Programming the Flash Serial Mode: The Code memory array can be programmed using the serial ISP interface while RST is pulled to VCC. The serial interface consists of pins SCK, MOSI (input) and MISO (output). After RST is set high, the Programming Enable instruction needs to be executed first before other operations can be executed. Before a reprogramming sequence can occur, a Chip Erase operation is required. The Chip Erase operation turns the content of every memory location in the Code array into FFH. Either an external system clock can be supplied at pin XTAL1 or a crystal needs to be connected across pins XTAL1 and XTAL2(Fig 2.2(k)). The maximum serial clock (SCK) frequency should be less than 1/16 of the crystal frequency. With a 33 MHz oscillator clock, the maximum SCK frequency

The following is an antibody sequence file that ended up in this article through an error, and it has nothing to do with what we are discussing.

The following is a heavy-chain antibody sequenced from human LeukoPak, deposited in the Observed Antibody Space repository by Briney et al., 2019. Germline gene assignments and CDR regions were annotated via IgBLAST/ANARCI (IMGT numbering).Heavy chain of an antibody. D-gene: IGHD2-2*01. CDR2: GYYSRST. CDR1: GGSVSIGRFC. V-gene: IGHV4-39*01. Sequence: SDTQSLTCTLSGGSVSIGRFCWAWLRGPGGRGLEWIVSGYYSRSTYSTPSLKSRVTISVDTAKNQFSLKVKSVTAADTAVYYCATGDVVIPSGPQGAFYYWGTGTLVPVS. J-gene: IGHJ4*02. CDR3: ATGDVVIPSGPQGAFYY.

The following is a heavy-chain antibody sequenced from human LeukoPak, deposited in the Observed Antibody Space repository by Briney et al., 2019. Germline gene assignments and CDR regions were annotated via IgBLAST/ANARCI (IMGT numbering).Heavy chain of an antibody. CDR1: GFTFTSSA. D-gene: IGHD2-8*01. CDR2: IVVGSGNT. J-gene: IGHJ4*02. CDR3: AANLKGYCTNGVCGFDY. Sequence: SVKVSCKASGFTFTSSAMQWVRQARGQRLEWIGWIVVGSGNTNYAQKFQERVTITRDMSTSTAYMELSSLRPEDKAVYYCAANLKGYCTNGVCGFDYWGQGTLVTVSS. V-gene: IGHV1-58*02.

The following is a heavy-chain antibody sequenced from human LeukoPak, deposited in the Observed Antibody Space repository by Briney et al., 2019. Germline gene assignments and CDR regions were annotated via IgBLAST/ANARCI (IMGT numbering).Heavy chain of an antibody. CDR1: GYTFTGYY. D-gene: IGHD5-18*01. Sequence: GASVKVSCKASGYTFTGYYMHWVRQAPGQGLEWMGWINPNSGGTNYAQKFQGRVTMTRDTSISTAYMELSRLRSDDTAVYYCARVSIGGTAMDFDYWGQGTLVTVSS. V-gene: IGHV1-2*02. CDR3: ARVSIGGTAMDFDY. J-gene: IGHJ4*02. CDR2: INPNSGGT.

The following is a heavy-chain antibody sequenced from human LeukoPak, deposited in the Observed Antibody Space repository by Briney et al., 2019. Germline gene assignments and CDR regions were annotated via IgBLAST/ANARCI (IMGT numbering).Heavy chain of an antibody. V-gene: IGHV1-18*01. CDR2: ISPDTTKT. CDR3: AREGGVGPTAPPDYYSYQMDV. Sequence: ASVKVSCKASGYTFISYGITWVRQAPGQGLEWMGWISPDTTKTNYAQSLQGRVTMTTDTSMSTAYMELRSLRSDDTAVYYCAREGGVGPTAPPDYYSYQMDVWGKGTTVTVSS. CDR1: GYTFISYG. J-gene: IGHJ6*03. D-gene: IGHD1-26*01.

is 2MHz.

POWER SUPPLY SECTION: This section is used for supplying the required power to the system(fig-2.2(a)). The power supply section mainly consist of :

1. Step down transformer (12-0-12). 2. Electronic Rectifier.

3. Filter. 4. Regulator.

Fig 2.2(a) power supply section

The main building block of any electronic system is the power supply to provide required power for their operation. For the microcontroller, keyboard, LCD, RTC, GSM, +5V are required & for driving buzzer +12V is required. The power supply provides regulated output of +5V & nonregulated output of +12V. The 3 terminal IC7805 meets the requirement of +5V regulated. The secondary voltage from the main transformer is rectified by electronic rectifier & filtered by capacitor. This unregulated DC voltage is supplied to the input pin of regulator IC. The IC used are fixed regulator with internal short circuit current limiting & thermal shutdown capability.

Internal Block Digram